Note to reader: Molly Silvanic is a senior at the University at Albany, State University of New York who graduated yesterday. She will enter a master's program in Education in the fall. Part One of this Flip Your Script appeared on Thursday, May 17th. Stay tuned for a piece that explains how writing the Flip Your Script stories enabled Molly "to forgive [her father] for everything that he has done." For more on Flip Your Script, go to the Happiness class blog. For other Flip Your Script stories, go to the Search function on MyStoryLives, and type in Flip Your Script.
All you hear is the “CLICK PSTTTTTT,” and the “MMMMMM” as he awes at the taste of his beer. As he stands up with the Coors light can in his hand, the wooden chair rocks beneath him, as if the chair is unsure if it should fall over and surrender or stand up straight and be brave.
He wobbles away from the undecisive chair and grabs the door to try to keep his balance. He looks back at the wobbling chair and kicks it over with all of his might. All he can think about is himself. “I work. I take care of my bills. I AM A FUCKING FATHER.” He starts screaming at the door that is holding him up. As he looks down the barely lit, lonesome hallway, there is no one there.
He flops into the hallway and as he takes a step, he falls against the wall and the brown wooden picture frame falls to the floor. The glass shatters at his feet. “FUCK! What the hell man.” He bends over to pick up the picture and as he does, his head begins to spin. Everything around him is going in circles except for the picture. In it you can see his daughter hugging him. She has a smile on her face that makes her look like the luckiest and happiest girl in the world. He has his arm around her like he is the proudest father.
This was nine years ago, before the divorce, before the abuse, before she left.
He yells at the photo: “WELL YOU KNOW WHAT? I’m glad you left!” He screams and shakes the photo as if his daughter would feel the pain. “I’m glad that you and your mother left my life because I don’t need either one of you!” He keeps trying to convince the photo. Tears start to fall down his cheek and as one falls onto the broken picture, his anger takes over. “Fuck you, fuck you fuck YOU!” He glares at the photo and brings it close to his face. “It’s not my fucking fault that he tried to touch you! He was my friend; I didn’t know he would touch my child. That didn’t mean you had to leave me! I would have protected you! You are so ungrateful!”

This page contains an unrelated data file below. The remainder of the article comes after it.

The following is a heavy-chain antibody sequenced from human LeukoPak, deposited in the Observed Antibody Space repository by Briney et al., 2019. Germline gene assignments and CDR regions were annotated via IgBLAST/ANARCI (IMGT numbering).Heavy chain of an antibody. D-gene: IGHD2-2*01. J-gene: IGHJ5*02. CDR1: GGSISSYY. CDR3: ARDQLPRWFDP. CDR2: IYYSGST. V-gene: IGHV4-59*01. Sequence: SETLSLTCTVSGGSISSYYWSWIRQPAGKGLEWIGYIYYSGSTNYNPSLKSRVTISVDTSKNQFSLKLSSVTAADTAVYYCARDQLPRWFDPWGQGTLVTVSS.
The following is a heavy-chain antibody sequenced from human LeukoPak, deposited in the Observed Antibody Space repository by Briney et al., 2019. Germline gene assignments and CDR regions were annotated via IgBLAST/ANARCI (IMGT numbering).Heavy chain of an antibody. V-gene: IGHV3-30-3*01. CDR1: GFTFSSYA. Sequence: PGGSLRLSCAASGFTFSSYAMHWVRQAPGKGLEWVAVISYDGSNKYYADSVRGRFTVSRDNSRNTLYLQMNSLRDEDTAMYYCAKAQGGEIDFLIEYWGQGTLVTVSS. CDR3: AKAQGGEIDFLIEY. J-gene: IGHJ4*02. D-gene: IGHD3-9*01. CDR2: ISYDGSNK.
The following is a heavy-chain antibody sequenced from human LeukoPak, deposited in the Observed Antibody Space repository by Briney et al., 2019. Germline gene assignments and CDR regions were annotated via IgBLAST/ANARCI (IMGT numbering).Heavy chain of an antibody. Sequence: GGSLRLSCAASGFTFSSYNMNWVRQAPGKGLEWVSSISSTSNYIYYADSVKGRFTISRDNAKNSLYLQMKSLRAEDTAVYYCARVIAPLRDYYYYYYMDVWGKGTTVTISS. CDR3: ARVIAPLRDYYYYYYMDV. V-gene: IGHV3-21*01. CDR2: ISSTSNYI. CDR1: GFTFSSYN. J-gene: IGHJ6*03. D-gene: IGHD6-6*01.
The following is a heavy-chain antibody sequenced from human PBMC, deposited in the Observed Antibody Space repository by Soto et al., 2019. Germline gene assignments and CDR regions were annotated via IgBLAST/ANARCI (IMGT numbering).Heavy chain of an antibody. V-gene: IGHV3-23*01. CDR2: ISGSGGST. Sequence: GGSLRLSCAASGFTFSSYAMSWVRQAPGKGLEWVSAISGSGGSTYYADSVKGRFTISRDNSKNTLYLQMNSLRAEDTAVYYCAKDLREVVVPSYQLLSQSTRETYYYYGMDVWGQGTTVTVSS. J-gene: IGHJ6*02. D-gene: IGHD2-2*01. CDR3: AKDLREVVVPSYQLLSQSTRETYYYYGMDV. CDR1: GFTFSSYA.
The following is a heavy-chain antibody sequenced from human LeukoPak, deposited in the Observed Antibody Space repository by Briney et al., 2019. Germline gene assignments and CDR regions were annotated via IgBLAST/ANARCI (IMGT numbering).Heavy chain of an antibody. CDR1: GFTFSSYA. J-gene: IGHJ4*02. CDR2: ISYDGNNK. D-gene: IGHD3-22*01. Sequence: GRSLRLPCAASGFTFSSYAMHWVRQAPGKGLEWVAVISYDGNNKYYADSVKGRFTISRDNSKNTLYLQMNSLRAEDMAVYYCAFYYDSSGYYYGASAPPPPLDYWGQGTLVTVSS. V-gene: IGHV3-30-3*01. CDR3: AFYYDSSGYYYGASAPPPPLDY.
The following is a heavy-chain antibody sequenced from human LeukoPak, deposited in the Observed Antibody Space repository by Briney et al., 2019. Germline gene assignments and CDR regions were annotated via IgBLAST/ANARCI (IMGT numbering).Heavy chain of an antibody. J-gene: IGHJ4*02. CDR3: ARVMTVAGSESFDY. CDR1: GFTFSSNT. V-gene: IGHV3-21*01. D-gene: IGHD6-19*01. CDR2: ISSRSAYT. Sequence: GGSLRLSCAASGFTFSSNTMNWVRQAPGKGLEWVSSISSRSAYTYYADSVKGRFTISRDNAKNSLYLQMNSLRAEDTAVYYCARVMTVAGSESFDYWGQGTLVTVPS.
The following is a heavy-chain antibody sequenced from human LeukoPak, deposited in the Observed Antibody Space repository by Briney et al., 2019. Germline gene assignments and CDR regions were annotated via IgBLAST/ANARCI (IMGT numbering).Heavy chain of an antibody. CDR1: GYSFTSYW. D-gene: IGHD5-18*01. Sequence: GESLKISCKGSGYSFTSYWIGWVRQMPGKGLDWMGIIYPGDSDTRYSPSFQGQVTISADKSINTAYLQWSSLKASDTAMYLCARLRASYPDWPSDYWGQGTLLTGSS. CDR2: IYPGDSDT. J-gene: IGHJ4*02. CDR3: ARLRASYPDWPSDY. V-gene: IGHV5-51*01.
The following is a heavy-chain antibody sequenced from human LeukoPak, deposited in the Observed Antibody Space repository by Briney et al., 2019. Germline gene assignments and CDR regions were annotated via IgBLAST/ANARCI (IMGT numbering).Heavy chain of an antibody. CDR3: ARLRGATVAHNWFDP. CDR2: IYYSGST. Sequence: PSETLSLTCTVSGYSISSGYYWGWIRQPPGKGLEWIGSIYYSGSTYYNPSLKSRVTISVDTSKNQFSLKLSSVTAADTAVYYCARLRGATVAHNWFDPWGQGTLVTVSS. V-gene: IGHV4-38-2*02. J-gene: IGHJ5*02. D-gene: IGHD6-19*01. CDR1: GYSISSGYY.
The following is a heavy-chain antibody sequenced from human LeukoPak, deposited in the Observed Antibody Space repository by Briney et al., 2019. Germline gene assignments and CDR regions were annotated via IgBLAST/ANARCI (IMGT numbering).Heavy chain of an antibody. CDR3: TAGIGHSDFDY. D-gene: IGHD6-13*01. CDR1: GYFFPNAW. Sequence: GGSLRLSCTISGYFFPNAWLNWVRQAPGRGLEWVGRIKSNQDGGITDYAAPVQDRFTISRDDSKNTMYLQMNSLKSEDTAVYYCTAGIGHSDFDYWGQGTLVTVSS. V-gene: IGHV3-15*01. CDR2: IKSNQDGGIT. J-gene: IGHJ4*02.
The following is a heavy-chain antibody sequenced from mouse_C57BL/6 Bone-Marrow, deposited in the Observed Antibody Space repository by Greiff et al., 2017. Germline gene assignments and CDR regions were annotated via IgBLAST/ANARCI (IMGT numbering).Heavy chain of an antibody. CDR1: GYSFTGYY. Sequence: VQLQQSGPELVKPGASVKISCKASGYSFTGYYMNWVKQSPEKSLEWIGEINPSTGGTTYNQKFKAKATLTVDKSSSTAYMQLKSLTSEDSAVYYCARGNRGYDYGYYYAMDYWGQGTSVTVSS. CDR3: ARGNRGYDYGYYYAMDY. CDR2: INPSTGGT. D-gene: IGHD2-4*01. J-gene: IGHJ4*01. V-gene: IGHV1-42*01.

He screams as he starts ripping the picture out of the frame. With every rip, more tears drop, and with every tear, it gets harder for him to stand.
He goes to take a step but misses the floor and falls flat on his face. The ripped pieces of the photo drop all around him as his tears floor from his eyes. All of a sudden a cellphone goes off, RING RING RING RING is all you hear throughout the house. He crawls over to the black table standing in the corner. His eyes are still filled with tears so he cannot read the tiny screen.
Opening the phone he screams “MOLLY?!” He patiently waits to hear his daughter’s voice, telling him that she wants to come home. But all he hears is a friend: “Hey Jerr, the game starts at 8:30, you want to go get a beer and watch it down at the bar? I’ll drive.” The sound of the man’s voice confuses him and he asks again, “MOLLY?! Where are you?”
“Jerry, you doing OK man? Molly is with her mom probably, you know she graduates this week. Have you been drinking man? You started without me!”
Jerry closes the phone and just stares at it. As he glances down the dark hallway, he realizes again that he is alone. No one is there, just his tears, his beer and him. He looks down and sees the ripped up photo and says, “NOW BITCH, now look what you made me do. How am I going to clean up this mess?” He begins to cry again, as if the mess is too much for him to clean up. As if this time, there are just too many ripped up pieces ever to put back together.